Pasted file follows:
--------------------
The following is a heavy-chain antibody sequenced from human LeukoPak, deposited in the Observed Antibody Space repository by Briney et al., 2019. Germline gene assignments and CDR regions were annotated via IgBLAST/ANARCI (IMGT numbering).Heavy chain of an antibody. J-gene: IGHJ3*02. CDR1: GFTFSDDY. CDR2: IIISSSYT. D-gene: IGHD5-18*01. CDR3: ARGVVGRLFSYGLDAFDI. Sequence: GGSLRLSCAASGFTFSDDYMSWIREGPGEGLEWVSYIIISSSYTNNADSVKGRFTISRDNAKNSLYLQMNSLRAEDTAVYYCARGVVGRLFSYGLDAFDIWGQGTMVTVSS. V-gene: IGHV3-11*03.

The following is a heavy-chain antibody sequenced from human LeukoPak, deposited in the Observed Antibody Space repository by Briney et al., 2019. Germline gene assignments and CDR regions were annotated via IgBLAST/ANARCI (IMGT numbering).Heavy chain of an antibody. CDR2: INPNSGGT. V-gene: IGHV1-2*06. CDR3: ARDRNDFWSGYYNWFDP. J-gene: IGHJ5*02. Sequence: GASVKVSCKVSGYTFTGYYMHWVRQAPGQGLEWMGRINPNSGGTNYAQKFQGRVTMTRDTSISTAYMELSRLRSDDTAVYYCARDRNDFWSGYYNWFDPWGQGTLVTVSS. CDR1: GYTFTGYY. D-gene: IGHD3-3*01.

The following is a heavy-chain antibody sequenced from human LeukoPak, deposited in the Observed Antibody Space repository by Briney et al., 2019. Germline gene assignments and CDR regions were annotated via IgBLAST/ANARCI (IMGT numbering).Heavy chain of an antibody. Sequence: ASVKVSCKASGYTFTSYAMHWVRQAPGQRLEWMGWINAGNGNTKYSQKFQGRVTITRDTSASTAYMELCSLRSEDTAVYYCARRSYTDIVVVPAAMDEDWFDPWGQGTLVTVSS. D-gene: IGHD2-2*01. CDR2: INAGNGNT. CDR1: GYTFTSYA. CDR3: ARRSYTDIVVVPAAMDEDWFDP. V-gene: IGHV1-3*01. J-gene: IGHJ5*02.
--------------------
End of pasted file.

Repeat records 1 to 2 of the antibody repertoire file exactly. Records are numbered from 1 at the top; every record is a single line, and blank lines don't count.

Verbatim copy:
The following is a heavy-chain antibody sequenced from human LeukoPak, deposited in the Observed Antibody Space repository by Briney et al., 2019. Germline gene assignments and CDR regions were annotated via IgBLAST/ANARCI (IMGT numbering).Heavy chain of an antibody. J-gene: IGHJ3*02. CDR1: GFTFSDDY. CDR2: IIISSSYT. D-gene: IGHD5-18*01. CDR3: ARGVVGRLFSYGLDAFDI. Sequence: GGSLRLSCAASGFTFSDDYMSWIREGPGEGLEWVSYIIISSSYTNNADSVKGRFTISRDNAKNSLYLQMNSLRAEDTAVYYCARGVVGRLFSYGLDAFDIWGQGTMVTVSS. V-gene: IGHV3-11*03.

The following is a heavy-chain antibody sequenced from human LeukoPak, deposited in the Observed Antibody Space repository by Briney et al., 2019. Germline gene assignments and CDR regions were annotated via IgBLAST/ANARCI (IMGT numbering).Heavy chain of an antibody. CDR2: INPNSGGT. V-gene: IGHV1-2*06. CDR3: ARDRNDFWSGYYNWFDP. J-gene: IGHJ5*02. Sequence: GASVKVSCKVSGYTFTGYYMHWVRQAPGQGLEWMGRINPNSGGTNYAQKFQGRVTMTRDTSISTAYMELSRLRSDDTAVYYCARDRNDFWSGYYNWFDPWGQGTLVTVSS. CDR1: GYTFTGYY. D-gene: IGHD3-3*01.